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  • This record is really

  • So close to my heart and so emotional

  • But as far as it being the gloomiest record

  • I

  • Think I've written some pretty depressing records before this one

  • I think strange mercy might be take the cake on gloom

  • But um, but with this record, I really just wanted to write songs that spoke to the heart

  • you know spoke to my heart and

  • Made me feel something

  • Jack Antonoff was someone who was in my peripheral vision for a long time

  • And I always had this sense that he was like a really nice guy. He had a great, you know reputation

  • But I never really knew him until we sat down and

  • Had dinner and talked about this album and more than that. We just kind of talked about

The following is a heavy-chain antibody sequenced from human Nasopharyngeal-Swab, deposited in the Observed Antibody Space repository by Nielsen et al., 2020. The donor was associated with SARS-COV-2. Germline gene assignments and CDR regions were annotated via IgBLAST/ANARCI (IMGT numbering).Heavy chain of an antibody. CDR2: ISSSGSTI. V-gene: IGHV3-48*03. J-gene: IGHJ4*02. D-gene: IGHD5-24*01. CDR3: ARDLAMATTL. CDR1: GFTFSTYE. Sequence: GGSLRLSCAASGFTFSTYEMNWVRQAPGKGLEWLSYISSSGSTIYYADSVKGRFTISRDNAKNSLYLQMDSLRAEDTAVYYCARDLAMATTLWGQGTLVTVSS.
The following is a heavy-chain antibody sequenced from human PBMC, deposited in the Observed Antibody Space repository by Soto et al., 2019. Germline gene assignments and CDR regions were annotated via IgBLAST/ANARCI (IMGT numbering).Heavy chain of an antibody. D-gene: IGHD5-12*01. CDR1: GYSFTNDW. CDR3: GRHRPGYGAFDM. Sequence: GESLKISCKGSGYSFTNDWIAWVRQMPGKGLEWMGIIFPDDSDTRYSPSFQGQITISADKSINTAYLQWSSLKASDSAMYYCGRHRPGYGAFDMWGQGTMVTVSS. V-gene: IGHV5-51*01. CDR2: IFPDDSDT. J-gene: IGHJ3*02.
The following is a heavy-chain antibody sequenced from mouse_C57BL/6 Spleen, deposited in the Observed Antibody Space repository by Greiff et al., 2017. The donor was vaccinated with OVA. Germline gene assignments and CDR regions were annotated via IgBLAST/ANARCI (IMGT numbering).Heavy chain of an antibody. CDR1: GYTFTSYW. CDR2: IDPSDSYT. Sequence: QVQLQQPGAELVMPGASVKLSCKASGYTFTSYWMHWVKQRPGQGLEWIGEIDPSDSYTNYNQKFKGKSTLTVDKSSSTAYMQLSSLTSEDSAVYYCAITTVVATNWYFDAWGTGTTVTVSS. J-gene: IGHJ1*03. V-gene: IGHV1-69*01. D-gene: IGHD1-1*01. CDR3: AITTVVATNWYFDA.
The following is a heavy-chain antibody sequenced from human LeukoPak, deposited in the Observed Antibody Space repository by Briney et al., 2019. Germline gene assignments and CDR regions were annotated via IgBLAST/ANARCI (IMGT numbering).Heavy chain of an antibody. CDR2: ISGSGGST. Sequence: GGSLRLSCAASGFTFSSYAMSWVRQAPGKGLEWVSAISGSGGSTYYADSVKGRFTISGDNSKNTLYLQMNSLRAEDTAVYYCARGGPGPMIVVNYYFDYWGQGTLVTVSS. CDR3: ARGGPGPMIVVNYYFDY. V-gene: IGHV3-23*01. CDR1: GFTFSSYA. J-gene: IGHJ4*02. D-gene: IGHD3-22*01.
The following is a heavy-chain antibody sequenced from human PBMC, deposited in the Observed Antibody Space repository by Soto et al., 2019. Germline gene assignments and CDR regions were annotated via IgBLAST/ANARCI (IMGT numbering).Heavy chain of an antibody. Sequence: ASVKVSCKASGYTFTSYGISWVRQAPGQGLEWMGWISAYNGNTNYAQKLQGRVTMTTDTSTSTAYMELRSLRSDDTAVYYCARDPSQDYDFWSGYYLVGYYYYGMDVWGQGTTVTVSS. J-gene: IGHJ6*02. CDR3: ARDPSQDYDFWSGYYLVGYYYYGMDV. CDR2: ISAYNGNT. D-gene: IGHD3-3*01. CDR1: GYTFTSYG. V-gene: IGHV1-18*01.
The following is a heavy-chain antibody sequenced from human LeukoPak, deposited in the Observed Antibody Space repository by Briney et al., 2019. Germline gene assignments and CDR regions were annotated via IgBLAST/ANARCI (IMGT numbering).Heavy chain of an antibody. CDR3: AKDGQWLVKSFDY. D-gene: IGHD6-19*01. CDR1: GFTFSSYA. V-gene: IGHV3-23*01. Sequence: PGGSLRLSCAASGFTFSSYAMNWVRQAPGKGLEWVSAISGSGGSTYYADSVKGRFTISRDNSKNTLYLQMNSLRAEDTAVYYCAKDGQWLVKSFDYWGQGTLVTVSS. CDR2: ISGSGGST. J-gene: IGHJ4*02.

• Everything that was going wrong in each other's lives at that time. We just like

  • bonded in such a

  • heavy way very quickly and I just knew that he was the right person to work with because he was so

  • you know thoughtful and energetic and sympathetic and the

  • ultimate cheerleader, I think the great thing about music is that you

  • can put something out it can mean one specific thing to you and then other people hear it and

  • They look at it

  • With it in a totally different light and put all of their life experience and all of their emotional

  • states and you know baggage or all all the things and they put it on to the song if the song resonates with them and

  • so

  • The great thing about is a song is that it really ceases to be about the writer of the song

  • after it's in the world and

  • It's about every other person's experience with the music

  • so I write from a place of

  • I don't I don't think you can write things you don't

  • Know but they but it doesn't have to be literal

  • You can know something emotionally and a lot of times in songs

  • You find out what you think or how you feel about something just in the process of